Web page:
It seems almost a misnomer to speak of Elsie Carlisle “solo” recordings, for she always had accompanists. What I here call “solo” recordings are records on which her name is featured, rather than that of a band, and usually only when the accompanists cannot be safely identified.
“What’s the Use of Crying?” Lyrics by Verdi Kendel, music by Louis Forbstein (1926). Recorded by Elsie Carlisle, accompanied by violin and piano (the latter played by Arthur Young), on August 22, 1927. HMV B2579 mx. Bb11403-2.
This song’s lyricist is comparatively obscure; its composer, Louis Forbstein, would later change his surname to Forbes and gain some amount of fame as musical director for David O. Selznick films (including “Gone with the Wind”). “What’s the Use of Crying?” is a song of unrequited love that begins in a rather moody register but quickly becomes more upbeat as the tempo is twice ratcheted up and the singer professes to have acquired a spirit of resignation in the face of her troubles, asking, “What’s the use of crying just for someone like you?”
“All I Do Is Dream of You” was composed in 1934 by Nacio Herb Brown, with lyrics by Arthur Freed, for the Joan Crawford movie Sadie McKee, where it was introduced by actor Gene Raymond. It is perhaps now more famous for having been sung by Debbie Reynolds in the 1952 film Singin’ in the Rain. A great deal of Elsie Carlisle’s artistic output in the early 1930s drew on Hollywood music, but she made the songs her own, and her version of “All I Do Is Dream of You” is surprisingly intense and passionate.
The lyrics of “’Leven Pounds of Heaven” represent a mother’s effusive confession of having found life’s meaning in the form of an eleven-pound baby (sex unknown). Such a song naturally risks drowning in its own sappiness. The Matty Malneck melody is deeply attractive, though, and Elsie Carlisle brings to it her own addictive variety of treacle that seems to have suited the British palate in 1932.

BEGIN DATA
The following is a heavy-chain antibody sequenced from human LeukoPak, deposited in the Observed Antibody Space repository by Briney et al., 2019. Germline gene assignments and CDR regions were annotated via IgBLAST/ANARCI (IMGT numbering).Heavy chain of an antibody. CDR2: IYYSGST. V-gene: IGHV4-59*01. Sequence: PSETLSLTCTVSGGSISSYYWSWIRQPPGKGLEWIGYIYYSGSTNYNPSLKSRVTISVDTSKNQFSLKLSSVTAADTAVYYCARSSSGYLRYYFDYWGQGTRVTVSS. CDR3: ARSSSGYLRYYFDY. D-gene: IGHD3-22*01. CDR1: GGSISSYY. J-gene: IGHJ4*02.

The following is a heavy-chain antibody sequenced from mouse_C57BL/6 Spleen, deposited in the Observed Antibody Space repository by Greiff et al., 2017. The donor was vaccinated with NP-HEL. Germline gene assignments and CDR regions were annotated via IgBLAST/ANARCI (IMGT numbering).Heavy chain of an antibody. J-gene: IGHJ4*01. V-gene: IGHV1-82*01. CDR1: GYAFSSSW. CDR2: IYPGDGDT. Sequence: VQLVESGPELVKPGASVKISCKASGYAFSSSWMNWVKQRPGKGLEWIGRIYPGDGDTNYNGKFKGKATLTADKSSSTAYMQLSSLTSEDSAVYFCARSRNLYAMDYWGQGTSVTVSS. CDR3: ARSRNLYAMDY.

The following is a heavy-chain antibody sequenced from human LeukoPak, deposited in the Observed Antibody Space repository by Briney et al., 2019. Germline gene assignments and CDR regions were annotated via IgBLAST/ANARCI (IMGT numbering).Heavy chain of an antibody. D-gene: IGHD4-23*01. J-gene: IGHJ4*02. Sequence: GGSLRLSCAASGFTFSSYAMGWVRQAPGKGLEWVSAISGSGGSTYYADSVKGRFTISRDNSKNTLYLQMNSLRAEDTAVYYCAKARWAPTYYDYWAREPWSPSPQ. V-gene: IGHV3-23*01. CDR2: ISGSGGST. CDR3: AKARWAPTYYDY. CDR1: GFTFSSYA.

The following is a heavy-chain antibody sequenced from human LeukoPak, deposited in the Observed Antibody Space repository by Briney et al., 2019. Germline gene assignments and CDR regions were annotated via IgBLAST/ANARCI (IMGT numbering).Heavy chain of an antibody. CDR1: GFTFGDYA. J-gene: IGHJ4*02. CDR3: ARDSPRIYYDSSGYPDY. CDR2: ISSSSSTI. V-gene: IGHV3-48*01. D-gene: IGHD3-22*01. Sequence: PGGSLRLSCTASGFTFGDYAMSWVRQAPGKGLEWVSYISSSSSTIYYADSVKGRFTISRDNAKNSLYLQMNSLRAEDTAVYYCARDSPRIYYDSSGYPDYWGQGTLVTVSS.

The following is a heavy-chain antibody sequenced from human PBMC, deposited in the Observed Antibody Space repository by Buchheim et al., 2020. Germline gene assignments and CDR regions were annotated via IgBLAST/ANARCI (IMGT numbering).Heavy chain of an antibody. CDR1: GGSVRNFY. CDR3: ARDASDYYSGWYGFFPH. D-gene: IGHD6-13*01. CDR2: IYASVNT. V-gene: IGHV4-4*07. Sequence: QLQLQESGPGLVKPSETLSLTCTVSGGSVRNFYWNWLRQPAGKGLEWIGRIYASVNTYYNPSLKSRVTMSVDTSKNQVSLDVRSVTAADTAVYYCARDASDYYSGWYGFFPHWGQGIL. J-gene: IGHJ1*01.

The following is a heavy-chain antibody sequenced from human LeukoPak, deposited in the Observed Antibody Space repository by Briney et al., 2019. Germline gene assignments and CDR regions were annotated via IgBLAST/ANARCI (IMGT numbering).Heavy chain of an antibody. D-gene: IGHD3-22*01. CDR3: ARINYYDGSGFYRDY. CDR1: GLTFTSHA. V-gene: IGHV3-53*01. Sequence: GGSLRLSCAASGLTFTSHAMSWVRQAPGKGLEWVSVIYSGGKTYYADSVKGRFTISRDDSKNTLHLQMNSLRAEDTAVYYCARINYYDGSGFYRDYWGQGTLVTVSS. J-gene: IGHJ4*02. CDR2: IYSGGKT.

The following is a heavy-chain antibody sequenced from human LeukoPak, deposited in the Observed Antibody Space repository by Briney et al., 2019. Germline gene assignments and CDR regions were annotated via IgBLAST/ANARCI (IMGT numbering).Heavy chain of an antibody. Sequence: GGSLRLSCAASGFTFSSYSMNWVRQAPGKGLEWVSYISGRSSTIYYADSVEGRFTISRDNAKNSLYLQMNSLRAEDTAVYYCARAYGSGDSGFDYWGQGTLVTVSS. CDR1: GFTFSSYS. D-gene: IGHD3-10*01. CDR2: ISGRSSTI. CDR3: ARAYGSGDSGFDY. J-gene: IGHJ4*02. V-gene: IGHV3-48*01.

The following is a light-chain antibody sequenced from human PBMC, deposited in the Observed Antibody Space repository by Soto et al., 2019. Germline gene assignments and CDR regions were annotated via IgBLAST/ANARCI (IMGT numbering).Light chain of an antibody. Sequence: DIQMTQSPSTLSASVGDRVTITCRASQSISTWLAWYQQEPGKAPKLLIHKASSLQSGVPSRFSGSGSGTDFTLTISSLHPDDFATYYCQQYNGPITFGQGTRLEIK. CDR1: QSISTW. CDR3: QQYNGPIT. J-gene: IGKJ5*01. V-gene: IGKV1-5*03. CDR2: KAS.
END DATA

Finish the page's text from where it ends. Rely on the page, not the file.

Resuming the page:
Elsie had recorded “’Leven Pounds of Heaven” six days earlier with Ambrose and His Orchestra (HMV B. 6200), and she would sing part of it again with them the next year in a medley (“Memories of the Mayfair,” recorded October 5, 1933 on Brunswick 01605 and Decca F. 6239).
78rpmcommunity.com (The 78rpm Collector’s Community), a social network similar to Facebook but focused entirely on 78 rpm recordings and technology, has a journal that it publishes in both digital and print form. This month’s Discographer has two items on Elsie Carlisle in it that are worth looking at (amidst other excellent articles dealing with jazz, dance band, and classical recordings).
I wrote the first article, on pages 8-12. “Elsie Carlisle’s ‘My Man o’ War (Dominion C 307 & Filmophone 143)” discusses Elsie Carlisle’s most naughty song, and addresses the rumor that its first recording incurred a fine for pornography that brought down Dominion records (a story that I do not necessarily believe, but which is fun to repeat). I also compare Elsie Carlisle’s two versions of the song to the earlier one by Lizzie Miles and attempt to explain why Elsie’s dramatic delivery of the lyrics makes the song so awfully funny.
There is also an article on page 26-29 featuring Mick Johnson‘s admirable restorations of a number of Elsie Carlisle recordings on for the Dominion label. Dominion records were budget productions on poor-quality shellac, but Mick has done a fine job of reducing the amount of non-musical noise and allowing one to enjoy a clear and undistorted Elsie.
“Mama, I Long for a Sweetheart.” Music by Ramón Collazo; original Spanish lyrics by Roberto Fontaina; English translation by Carol Raven. Recorded by Elsie Carlisle with orchestral accompaniment on June 20, 1935. Decca F. 5586.
Elsie Carlisle "Mama, I long for a sweetheart" 1935
This popular 1928 tango by Uruguayan composer Ramón Collazo saw new life in a 1934 English translation by American lyricist Carol Raven. It was recorded that year by the Dorsey Brothers Orchestra, whose version was distributed on both sides of the Atlantic. Elsie Carlisle is not usually associated with the tango genre, but she executes the piece convincingly. It is, perhaps, worth comparing the overall effect of her version to the 1929 recording of the Spanish-language original by the Orchestra Argentina Bachicha.
"The Idol of the Radio." British dance band singer of the 1920s, 1930s, and 1940s.